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FCC Insider Levin Calls for Citizen Participation

NEW YORK -- Introduced as a man without a title, Blair Levin, coordinator of the FCC's national broadband plan, asked attendees at the Personal Democracy Forum 2009 to participate in the process that will define the plan.

But first, he reminded the audience of his ties to the FCC. "I want to be one of the first to say this: I bring greetings from FCC Chairman Julius Genachowski," Levin said. "While many have been waiting for months for his confirmation, I've been waiting 15 years. I first met him in the spring of 1994."

"I won't say what the national broadband plan should be because I have no idea what it should be, but I can talk about process," he added. "The process will be guided by three principles: be open, be data driven, and deliver a plan, not a report."

"The process will be transparent, inclusive, and participatory," he added. "Citizens will be No. 1."

Ready to tackle the lobbyists

Levin showed a chart that a telecom lobbyist had brought to the FCC, although he did not say which company the lobbyist represented. The chart showed investment per year and had a helpful line saying that investment had risen 40 percent during the deregulation era of the Bush administration's FCC.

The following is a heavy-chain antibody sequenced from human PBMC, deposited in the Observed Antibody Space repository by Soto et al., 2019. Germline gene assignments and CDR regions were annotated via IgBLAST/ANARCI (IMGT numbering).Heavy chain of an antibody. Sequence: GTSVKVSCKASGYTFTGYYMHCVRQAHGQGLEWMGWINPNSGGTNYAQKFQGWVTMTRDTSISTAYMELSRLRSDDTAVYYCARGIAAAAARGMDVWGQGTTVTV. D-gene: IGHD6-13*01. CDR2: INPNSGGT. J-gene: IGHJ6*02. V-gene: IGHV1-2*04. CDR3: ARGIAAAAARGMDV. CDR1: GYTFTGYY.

But Levin, who was chief of staff for Reed Hundt during the critical years from 1993 to 1997 during which the Telecommunications Act of 1996 was passed and CLECs were first created, pointed out that between 1996 and 2000, investment had grown by 108 percent. He said that only a lobbyist would try to persuade you that 40 percent is better than 108 percent.

He added that he was not making a statement about regulation versus deregulation. "Correlation does imply causation," he said.

A need for speed

"We will move fast," Levin said. "I will say this: what we come up with in September will not be fully thought through. [Author Jeff] Jarvis would give us the opportunity to make mistakes and get corrections."

Levin promised that the plan will have specific recommendations.

"We need your help," he said. He asked attendees to study the law and to read about the FCC's meeting on July 2, when Commissioners began taking steps to map out its broadband plan.

He also asked attendees to participate in Broadband.gov, the FCC's site for promoting and gathering feedback on its broadband rollout initiatives. The site is currently in beta.

"It will not be final for some time," Levin said.

Levin also said that it's important for attendees to follow and participate in the FCC staff workshops that will be held in August and to follow the FCC's fall meeting.

Finally, he asked everyone to send the FCC their best ideas.